CSS Modules, Webpack and Testing

The Problem

When getting into some basic React testing with CSS Modules I ran into one issue. How the hell do I test them?

You may see the issue that I faced requiring a .css file, if you don’t let me show you.

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import React from "react";
import MyCss from "./somecss.css";
import classnames from "classnames";

const MyComponent = ({disabled}) => <div className={classnames(MyCss.container, {[MyCss.disabled]: disabled})} />

export default MyComponent;

So there isn’t really much to test here, but lets say we wanted to make sure that a div had the disabled class when it was given a disabled prop. We fire up our test, create it, babel compiles, but oh no, MyCss is undefined, or an empty object. Well duh, we’re using Webpack to process our CSS.

For that matter we could use something to mock the import right? Yeah you could but lets introduce something even more awesome so we don’t have to create custom mocks.

Babel Plugin Webpack Loaders Awesomeness

Babel Plugin Webpack Loaders allows us to run our tests and process all requires through our typical webpack loaders.

So when we’re writing our tests to check out if MyComponent will have the disabled class we can just import the file into our test and know that it’ll actually provide the processed CSS Modules!

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//Test Imports of React, Addons for shallow rendering, teaspoon, maybe enzyme?

import MyCss from "./somecss.css";

//Do some shallow rendering of <MyComponent disabled={true} />

expect(renderedOutput.className).toHaveClass(MyCss.disabled);

Yeah that’s not actual code, but you get the point. Our Babel Plugin Webpack Loaders processed all our imports for us and away we go.

What does the setup look like for that?

Setup

I created a new runtime.webpack.config.js file. They even provide you with a basic one, I realized that after the fact. runtime.webpack.config.js

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module.exports = {
  output: {
    // YOU NEED TO SET libraryTarget: 'commonjs2'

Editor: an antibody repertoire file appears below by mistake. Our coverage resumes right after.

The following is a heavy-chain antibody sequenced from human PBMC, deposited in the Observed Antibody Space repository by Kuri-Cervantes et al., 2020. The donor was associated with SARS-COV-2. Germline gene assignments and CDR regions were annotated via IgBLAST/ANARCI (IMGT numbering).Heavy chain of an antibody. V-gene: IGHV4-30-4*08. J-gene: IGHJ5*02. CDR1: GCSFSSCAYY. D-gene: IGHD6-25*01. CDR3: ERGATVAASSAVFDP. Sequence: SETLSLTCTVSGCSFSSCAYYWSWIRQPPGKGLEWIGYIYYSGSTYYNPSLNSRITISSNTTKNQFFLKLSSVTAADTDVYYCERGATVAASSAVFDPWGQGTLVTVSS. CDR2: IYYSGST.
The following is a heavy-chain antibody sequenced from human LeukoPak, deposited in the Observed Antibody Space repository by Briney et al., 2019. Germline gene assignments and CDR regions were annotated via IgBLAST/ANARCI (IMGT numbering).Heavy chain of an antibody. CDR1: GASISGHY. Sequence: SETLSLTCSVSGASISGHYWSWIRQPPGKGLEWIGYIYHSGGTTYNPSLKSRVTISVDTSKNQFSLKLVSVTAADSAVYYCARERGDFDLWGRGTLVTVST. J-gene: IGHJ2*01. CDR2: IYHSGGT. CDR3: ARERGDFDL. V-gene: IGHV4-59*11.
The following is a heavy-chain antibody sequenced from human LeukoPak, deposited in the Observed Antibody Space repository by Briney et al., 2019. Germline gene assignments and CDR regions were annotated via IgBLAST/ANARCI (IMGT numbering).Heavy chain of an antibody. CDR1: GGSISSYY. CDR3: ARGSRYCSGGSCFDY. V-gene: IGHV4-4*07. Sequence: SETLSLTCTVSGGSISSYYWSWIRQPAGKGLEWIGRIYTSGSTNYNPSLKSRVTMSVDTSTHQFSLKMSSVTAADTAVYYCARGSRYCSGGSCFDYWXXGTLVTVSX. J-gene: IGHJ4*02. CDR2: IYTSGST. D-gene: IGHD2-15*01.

libraryTarget: 'commonjs2',
  },
  module: {
    loaders: [
      {
        test: /\.css$/,
        loaders: [
          'style-loader',
          'css-loader?modules&importLoaders=1&localIdentName=[name]__[local]--[hash:base64:5]',
          'postcss-loader',
        ],
      },
    ],
  },
};

Created my .babelrc file and added in the plugin like so

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{
  "presets": [
    "es2015",
    "react"
  ],
  "plugins": [
    "transform-object-rest-spread"
  ],
  "env": {
    "test": {
      "plugins": [
        [
          "babel-plugin-webpack-loaders",
          {
            "config": "./runtime.webpack.config.js",
            "verbose": false
          }
        ]
      ]
    }
  }
}

You can see we only use this plugin when we set our node environment variable to test.

Then for our test running we’ll use mocha so we’ll need to set that up like so

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scripts: {
  test: "BABEL_DISABLE_CACHE=1 NODE_ENV=test mocha --compilers js:babel-register --recursive"
}

Or however you have your testing setup. Moral of the story is set the NODE_ENV to test, do your Babel stuff for testing, and let the magic happen!

Of course this focuses on css-modules specifically but all your Webpack plugins will run so test at will!

Also check out react-component-template by nkbt. A great base for creating a custom react component, using tape for testing, as well as babel-plugin-webpack-loaders to process tests.

Words of warning

Just create a new Webpack config, or a configuration that outputs your app to libraryTarget correctly. I opted for a new Webpack config but mine is fairly simple at the moment.

Also if you ever get ModuleBuildError: Module build failed: TypeError: Cannot read property 'toString' of undefined that means you have some bad CSS. I should have read a little bit more, was getting issues with parser in PostCSS and had left off a closing }.

A CSS linter, and or a PostCSS linter probably would have caught this? I don’t know, just know that I spent too much time being very confused when it was just human error causing the problem.

Tagged under babel, css, css-modules,, modules,, react,, testing,, webpack,

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